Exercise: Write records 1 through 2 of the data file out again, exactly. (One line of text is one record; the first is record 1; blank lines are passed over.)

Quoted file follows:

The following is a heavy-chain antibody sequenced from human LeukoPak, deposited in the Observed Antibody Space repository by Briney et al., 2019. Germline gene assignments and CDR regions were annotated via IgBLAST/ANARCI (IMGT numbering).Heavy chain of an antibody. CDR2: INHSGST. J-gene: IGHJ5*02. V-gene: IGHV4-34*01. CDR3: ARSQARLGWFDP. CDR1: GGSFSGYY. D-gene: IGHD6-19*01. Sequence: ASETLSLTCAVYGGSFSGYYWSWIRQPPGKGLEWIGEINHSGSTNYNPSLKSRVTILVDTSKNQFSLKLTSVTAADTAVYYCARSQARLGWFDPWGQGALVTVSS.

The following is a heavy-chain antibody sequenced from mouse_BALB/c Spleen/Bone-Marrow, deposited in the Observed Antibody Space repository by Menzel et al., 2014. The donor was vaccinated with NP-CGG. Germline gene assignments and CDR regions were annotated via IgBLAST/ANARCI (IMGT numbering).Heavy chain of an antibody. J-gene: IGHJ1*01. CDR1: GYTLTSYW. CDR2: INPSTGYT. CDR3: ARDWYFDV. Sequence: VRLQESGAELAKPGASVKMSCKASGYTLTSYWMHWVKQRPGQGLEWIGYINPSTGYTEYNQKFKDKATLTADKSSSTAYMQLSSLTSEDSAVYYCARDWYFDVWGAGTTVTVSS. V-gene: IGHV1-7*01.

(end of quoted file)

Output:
The following is a heavy-chain antibody sequenced from human LeukoPak, deposited in the Observed Antibody Space repository by Briney et al., 2019. Germline gene assignments and CDR regions were annotated via IgBLAST/ANARCI (IMGT numbering).Heavy chain of an antibody. CDR2: INHSGST. J-gene: IGHJ5*02. V-gene: IGHV4-34*01. CDR3: ARSQARLGWFDP. CDR1: GGSFSGYY. D-gene: IGHD6-19*01. Sequence: ASETLSLTCAVYGGSFSGYYWSWIRQPPGKGLEWIGEINHSGSTNYNPSLKSRVTILVDTSKNQFSLKLTSVTAADTAVYYCARSQARLGWFDPWGQGALVTVSS.

The following is a heavy-chain antibody sequenced from mouse_BALB/c Spleen/Bone-Marrow, deposited in the Observed Antibody Space repository by Menzel et al., 2014. The donor was vaccinated with NP-CGG. Germline gene assignments and CDR regions were annotated via IgBLAST/ANARCI (IMGT numbering).Heavy chain of an antibody. J-gene: IGHJ1*01. CDR1: GYTLTSYW. CDR2: INPSTGYT. CDR3: ARDWYFDV. Sequence: VRLQESGAELAKPGASVKMSCKASGYTLTSYWMHWVKQRPGQGLEWIGYINPSTGYTEYNQKFKDKATLTADKSSSTAYMQLSSLTSEDSAVYYCARDWYFDVWGAGTTVTVSS. V-gene: IGHV1-7*01.